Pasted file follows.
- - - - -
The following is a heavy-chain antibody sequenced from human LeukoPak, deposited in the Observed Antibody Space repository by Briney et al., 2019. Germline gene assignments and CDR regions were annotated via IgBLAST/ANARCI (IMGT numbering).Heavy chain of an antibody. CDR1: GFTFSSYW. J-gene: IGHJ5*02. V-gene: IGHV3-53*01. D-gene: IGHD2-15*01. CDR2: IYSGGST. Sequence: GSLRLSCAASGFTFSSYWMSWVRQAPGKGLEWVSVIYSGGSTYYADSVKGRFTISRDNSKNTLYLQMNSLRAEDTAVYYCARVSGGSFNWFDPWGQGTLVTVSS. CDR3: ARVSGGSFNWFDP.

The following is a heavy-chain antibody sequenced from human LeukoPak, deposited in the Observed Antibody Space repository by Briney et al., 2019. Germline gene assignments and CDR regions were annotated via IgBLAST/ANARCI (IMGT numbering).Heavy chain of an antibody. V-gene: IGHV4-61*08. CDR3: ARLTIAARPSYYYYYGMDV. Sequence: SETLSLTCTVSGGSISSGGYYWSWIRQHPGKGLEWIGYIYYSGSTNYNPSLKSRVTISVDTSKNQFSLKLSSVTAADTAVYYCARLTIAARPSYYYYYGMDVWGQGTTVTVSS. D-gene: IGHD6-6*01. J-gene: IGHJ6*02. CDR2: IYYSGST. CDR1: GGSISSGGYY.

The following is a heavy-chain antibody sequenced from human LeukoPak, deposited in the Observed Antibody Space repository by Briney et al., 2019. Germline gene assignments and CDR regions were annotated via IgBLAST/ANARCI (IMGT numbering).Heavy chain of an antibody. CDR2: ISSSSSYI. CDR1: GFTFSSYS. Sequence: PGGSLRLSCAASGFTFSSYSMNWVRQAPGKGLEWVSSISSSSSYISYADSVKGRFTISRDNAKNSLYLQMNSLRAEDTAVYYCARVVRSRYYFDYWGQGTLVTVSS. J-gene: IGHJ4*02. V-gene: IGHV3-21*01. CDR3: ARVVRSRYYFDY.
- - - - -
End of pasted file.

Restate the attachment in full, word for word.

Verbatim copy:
The following is a heavy-chain antibody sequenced from human LeukoPak, deposited in the Observed Antibody Space repository by Briney et al., 2019. Germline gene assignments and CDR regions were annotated via IgBLAST/ANARCI (IMGT numbering).Heavy chain of an antibody. CDR1: GFTFSSYW. J-gene: IGHJ5*02. V-gene: IGHV3-53*01. D-gene: IGHD2-15*01. CDR2: IYSGGST. Sequence: GSLRLSCAASGFTFSSYWMSWVRQAPGKGLEWVSVIYSGGSTYYADSVKGRFTISRDNSKNTLYLQMNSLRAEDTAVYYCARVSGGSFNWFDPWGQGTLVTVSS. CDR3: ARVSGGSFNWFDP.

The following is a heavy-chain antibody sequenced from human LeukoPak, deposited in the Observed Antibody Space repository by Briney et al., 2019. Germline gene assignments and CDR regions were annotated via IgBLAST/ANARCI (IMGT numbering).Heavy chain of an antibody. V-gene: IGHV4-61*08. CDR3: ARLTIAARPSYYYYYGMDV. Sequence: SETLSLTCTVSGGSISSGGYYWSWIRQHPGKGLEWIGYIYYSGSTNYNPSLKSRVTISVDTSKNQFSLKLSSVTAADTAVYYCARLTIAARPSYYYYYGMDVWGQGTTVTVSS. D-gene: IGHD6-6*01. J-gene: IGHJ6*02. CDR2: IYYSGST. CDR1: GGSISSGGYY.

The following is a heavy-chain antibody sequenced from human LeukoPak, deposited in the Observed Antibody Space repository by Briney et al., 2019. Germline gene assignments and CDR regions were annotated via IgBLAST/ANARCI (IMGT numbering).Heavy chain of an antibody. CDR2: ISSSSSYI. CDR1: GFTFSSYS. Sequence: PGGSLRLSCAASGFTFSSYSMNWVRQAPGKGLEWVSSISSSSSYISYADSVKGRFTISRDNAKNSLYLQMNSLRAEDTAVYYCARVVRSRYYFDYWGQGTLVTVSS. J-gene: IGHJ4*02. V-gene: IGHV3-21*01. CDR3: ARVVRSRYYFDY.